Given the recent progress, it seems like the GNOME foundation is taking mobile-friendliness more seriously than ever. Thanks to joining forces with developers of large, mobile-concerned software such as Purism, the initial tablet-friendliness is gradually turning its ambitions to a fully convergent desktop experience.
However, an issue is that a good share GNOME applications have a somewhat old codebase, with most parts often inherited from their Gtk2 ancestors. While several of these are arguably the stablest Gtk apps around, given the thorough amount of testing and maturity, their user experience often looks far from modern, and it makes re-designing an alternative from scratch easier than porting all components to modern libraries.
The main example of this may be Gedit, the historical text editor which retained its name since the GNOME 1.x days. In spite of being commonly considered rock-solid, and often used as a base for testing Gtk support in general since it is mostly fail-proof, the user experience and interface may look slightly outdated at times, and it has severe issues with handling large text files. And, of course, it is mostly a coincidence that its layout on mobile devices is still usable.
For this reason, another semi-inofficial, minimal Gtk4 text editor recently grabbed the attention of the core team, and may become an official GNOME application in the future. This application is humbly named Text Editor and authored by Christian Hergert, the man behind the popular [GNOME] Builder IDE, which makes Linux app development and design easier through a somewhat Xcode-like interface. An interesting detail is that this application initially started as a prototype for demonstrating and "dogfooding" GTK4, Flatpak and the new GTKSourceView advanced "source code editing" widget used by the editor. However, in spite of its initial limitations, the editor has become already mature enough for real usage.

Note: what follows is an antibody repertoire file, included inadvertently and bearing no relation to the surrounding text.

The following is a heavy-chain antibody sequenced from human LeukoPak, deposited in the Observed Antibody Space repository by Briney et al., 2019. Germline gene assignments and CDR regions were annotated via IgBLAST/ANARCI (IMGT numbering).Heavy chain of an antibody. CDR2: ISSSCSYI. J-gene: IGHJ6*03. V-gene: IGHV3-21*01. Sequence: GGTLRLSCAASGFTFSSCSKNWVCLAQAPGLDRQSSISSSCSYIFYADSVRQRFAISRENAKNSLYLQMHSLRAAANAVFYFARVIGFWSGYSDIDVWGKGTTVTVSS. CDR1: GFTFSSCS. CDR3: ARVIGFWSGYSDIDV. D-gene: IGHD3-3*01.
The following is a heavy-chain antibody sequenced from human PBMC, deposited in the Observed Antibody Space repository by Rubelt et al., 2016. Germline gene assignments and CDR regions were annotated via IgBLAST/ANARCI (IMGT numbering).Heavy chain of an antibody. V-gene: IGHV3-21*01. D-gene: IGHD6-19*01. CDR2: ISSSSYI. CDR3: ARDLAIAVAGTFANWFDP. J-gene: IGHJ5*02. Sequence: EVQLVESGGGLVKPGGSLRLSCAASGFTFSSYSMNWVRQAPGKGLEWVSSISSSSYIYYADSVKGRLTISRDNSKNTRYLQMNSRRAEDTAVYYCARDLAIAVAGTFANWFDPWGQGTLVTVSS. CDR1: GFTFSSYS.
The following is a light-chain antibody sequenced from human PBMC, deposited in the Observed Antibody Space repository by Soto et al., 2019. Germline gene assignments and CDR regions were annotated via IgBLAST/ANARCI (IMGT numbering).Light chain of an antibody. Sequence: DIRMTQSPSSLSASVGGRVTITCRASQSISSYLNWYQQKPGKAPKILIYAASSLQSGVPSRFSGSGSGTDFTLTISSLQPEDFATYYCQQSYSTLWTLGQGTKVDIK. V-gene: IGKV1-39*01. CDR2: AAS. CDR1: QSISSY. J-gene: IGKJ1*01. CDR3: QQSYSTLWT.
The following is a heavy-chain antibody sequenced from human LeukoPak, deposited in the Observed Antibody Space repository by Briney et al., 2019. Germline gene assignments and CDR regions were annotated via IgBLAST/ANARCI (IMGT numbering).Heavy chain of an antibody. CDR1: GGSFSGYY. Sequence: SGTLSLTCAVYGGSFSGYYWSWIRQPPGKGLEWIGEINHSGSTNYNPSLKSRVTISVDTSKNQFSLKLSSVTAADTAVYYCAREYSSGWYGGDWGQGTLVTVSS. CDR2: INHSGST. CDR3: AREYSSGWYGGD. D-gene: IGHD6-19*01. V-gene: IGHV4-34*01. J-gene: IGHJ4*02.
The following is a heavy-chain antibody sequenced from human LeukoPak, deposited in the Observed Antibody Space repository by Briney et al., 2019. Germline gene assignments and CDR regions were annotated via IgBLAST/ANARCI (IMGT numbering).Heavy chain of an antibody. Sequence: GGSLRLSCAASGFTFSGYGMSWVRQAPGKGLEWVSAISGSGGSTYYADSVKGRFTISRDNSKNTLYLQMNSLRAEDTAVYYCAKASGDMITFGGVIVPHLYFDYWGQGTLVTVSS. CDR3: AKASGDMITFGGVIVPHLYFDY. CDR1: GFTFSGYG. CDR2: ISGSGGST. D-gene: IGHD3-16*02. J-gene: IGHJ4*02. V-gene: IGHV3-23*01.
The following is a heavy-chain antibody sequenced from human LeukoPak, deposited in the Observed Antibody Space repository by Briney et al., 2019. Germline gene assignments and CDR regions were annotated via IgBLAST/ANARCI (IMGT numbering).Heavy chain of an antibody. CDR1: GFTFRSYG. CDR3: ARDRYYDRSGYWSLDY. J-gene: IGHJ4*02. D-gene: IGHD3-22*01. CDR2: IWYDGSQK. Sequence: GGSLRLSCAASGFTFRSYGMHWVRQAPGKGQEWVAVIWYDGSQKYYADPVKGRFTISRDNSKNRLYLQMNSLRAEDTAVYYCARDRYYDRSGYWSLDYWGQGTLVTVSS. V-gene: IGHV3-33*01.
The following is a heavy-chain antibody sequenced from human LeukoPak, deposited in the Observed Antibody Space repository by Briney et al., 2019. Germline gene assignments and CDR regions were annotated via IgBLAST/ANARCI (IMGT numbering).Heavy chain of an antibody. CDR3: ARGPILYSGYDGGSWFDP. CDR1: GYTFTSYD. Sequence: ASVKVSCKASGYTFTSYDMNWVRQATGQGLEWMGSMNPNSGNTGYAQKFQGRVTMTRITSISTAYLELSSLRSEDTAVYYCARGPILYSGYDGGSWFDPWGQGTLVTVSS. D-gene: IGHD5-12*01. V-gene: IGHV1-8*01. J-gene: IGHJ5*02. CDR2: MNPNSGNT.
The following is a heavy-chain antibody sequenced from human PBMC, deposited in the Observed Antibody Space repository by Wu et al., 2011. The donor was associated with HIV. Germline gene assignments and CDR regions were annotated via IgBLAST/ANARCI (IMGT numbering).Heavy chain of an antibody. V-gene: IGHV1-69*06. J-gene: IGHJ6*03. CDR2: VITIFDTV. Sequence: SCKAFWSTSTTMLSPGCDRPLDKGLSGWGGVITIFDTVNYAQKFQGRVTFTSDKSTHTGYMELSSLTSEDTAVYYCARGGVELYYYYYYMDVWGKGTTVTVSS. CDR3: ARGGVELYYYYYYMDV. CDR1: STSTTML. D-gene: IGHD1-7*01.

One of the main differences on the mobile front is the native integration of libhandy in Text Editor, which may imply the aim of this app to become a first-class citizen of Linux smartphones rather than some late adaption of an existing application. In spite of this, the current Text Editor builds are too large to fit properly on a mobile screen due to the UI not being adaptive yet. Furthermore, Text Editor is one of the very few applications to be developed natively using the Gtk4 toolkit, which solves some architectural issues of its previous iterations and boasts impressive improvements on rendering performance, for example by adding support for hardware acceleration / GPU rendering. This should mean, in practice, much faster scrolling even on low-power devices, faster animations and better handling of gigantic text files, although its developers warn against excessive optimism since some rounds of optimization will be needed before relevant improvements will be visible.
The currently available release has also been backported to Gtk3 in order to combine with existing Gtk apps without further dependencies, but some performance improvements are already visible even with the "old" graphical toolkit.
While Text Editor is still a relatively new application, it already features several Gedit features and a somewhat cleaner UI, which also proved to be much less performance-hungry in our test. Essential editor features are mostly there, and work as well if not better in most cases: the new text view widget is visually, if not entirely identical, to Builder's, and already supports custom fonts, syntax highlighting, line number display and much more. Advanced Find and Replace features are also perfectly integrated, a modern "tabs and windows" layout for keeping different files at the same time is already integrated and a "draft" system makes sure unsaved files are not lost in the void.
As seen in the past with many other GNOME apps (Usage vs. System Monitor, Geary vs. Evolution, etc.), this does not mean that the app will replace Gedit – at least not anytime soon. As their developers explicitly stated, the two projects will probably keep co-existing, with some differences in features and UI, for a very long while.
In other words, given the light footprint, mobile-first design and modern interface, if you are looking for a go-to text-editor app for your Linux phone, this is surely worth keeping your eyes on for future development. A demo of the app can be seen in the video below.
You can follow TuxPhones on Twitter and Mastodon, or join our subreddit to have the latest news about Linux smartphones. If you re-use content from our blog, please make sure to include a link to the original source.